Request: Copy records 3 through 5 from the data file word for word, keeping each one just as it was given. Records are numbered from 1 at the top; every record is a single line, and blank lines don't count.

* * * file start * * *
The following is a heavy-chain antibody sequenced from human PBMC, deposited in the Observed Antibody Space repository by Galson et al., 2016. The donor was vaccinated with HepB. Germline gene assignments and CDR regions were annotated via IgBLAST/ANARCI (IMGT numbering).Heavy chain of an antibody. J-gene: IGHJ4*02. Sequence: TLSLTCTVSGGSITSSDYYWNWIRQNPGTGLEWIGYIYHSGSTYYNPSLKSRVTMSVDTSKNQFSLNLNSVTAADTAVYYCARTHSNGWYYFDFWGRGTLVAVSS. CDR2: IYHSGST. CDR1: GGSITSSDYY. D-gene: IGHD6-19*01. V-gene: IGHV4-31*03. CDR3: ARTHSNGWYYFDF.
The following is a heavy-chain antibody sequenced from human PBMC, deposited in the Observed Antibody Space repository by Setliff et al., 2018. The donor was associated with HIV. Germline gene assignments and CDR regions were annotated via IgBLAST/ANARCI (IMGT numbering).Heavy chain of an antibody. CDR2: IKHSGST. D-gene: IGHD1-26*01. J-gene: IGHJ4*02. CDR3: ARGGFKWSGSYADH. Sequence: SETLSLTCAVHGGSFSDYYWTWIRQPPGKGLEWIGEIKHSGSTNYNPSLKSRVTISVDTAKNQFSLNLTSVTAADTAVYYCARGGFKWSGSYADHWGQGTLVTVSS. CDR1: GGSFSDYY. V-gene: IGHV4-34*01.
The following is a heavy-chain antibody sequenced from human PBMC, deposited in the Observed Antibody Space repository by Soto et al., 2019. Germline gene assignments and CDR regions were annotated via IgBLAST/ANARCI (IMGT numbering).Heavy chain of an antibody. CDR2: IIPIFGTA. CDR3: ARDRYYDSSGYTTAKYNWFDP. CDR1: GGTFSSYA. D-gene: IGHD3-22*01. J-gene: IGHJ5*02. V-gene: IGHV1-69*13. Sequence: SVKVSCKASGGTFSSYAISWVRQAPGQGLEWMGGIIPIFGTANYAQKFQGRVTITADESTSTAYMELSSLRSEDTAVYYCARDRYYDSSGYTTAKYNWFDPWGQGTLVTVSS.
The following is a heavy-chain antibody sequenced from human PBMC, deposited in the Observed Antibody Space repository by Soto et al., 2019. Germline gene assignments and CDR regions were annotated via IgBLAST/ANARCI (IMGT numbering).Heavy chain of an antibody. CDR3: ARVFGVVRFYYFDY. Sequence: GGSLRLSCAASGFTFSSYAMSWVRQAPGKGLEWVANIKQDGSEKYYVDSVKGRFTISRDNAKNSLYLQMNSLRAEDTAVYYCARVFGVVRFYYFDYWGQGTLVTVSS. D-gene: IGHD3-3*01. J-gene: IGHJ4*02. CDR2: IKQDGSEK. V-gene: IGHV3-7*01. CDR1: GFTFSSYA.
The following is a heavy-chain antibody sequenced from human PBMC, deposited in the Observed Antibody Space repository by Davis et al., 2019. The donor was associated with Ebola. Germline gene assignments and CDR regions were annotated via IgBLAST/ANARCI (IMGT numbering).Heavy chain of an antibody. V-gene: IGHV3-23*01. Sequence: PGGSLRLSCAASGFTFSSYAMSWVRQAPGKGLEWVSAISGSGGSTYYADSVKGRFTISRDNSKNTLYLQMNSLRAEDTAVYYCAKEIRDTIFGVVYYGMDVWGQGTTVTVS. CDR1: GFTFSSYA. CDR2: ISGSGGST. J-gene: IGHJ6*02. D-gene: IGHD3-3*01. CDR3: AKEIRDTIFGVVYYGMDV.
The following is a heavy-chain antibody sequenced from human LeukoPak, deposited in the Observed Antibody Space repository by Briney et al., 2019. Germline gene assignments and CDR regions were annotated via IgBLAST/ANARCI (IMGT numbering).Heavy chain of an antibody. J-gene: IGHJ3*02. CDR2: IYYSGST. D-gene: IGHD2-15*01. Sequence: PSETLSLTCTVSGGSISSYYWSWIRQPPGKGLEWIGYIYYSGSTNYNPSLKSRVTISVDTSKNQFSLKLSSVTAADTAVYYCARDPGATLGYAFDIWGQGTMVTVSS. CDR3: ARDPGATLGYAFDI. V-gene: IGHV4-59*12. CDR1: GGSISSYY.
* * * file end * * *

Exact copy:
The following is a heavy-chain antibody sequenced from human PBMC, deposited in the Observed Antibody Space repository by Soto et al., 2019. Germline gene assignments and CDR regions were annotated via IgBLAST/ANARCI (IMGT numbering).Heavy chain of an antibody. CDR2: IIPIFGTA. CDR3: ARDRYYDSSGYTTAKYNWFDP. CDR1: GGTFSSYA. D-gene: IGHD3-22*01. J-gene: IGHJ5*02. V-gene: IGHV1-69*13. Sequence: SVKVSCKASGGTFSSYAISWVRQAPGQGLEWMGGIIPIFGTANYAQKFQGRVTITADESTSTAYMELSSLRSEDTAVYYCARDRYYDSSGYTTAKYNWFDPWGQGTLVTVSS.
The following is a heavy-chain antibody sequenced from human PBMC, deposited in the Observed Antibody Space repository by Soto et al., 2019. Germline gene assignments and CDR regions were annotated via IgBLAST/ANARCI (IMGT numbering).Heavy chain of an antibody. CDR3: ARVFGVVRFYYFDY. Sequence: GGSLRLSCAASGFTFSSYAMSWVRQAPGKGLEWVANIKQDGSEKYYVDSVKGRFTISRDNAKNSLYLQMNSLRAEDTAVYYCARVFGVVRFYYFDYWGQGTLVTVSS. D-gene: IGHD3-3*01. J-gene: IGHJ4*02. CDR2: IKQDGSEK. V-gene: IGHV3-7*01. CDR1: GFTFSSYA.
The following is a heavy-chain antibody sequenced from human PBMC, deposited in the Observed Antibody Space repository by Davis et al., 2019. The donor was associated with Ebola. Germline gene assignments and CDR regions were annotated via IgBLAST/ANARCI (IMGT numbering).Heavy chain of an antibody. V-gene: IGHV3-23*01. Sequence: PGGSLRLSCAASGFTFSSYAMSWVRQAPGKGLEWVSAISGSGGSTYYADSVKGRFTISRDNSKNTLYLQMNSLRAEDTAVYYCAKEIRDTIFGVVYYGMDVWGQGTTVTVS. CDR1: GFTFSSYA. CDR2: ISGSGGST. J-gene: IGHJ6*02. D-gene: IGHD3-3*01. CDR3: AKEIRDTIFGVVYYGMDV.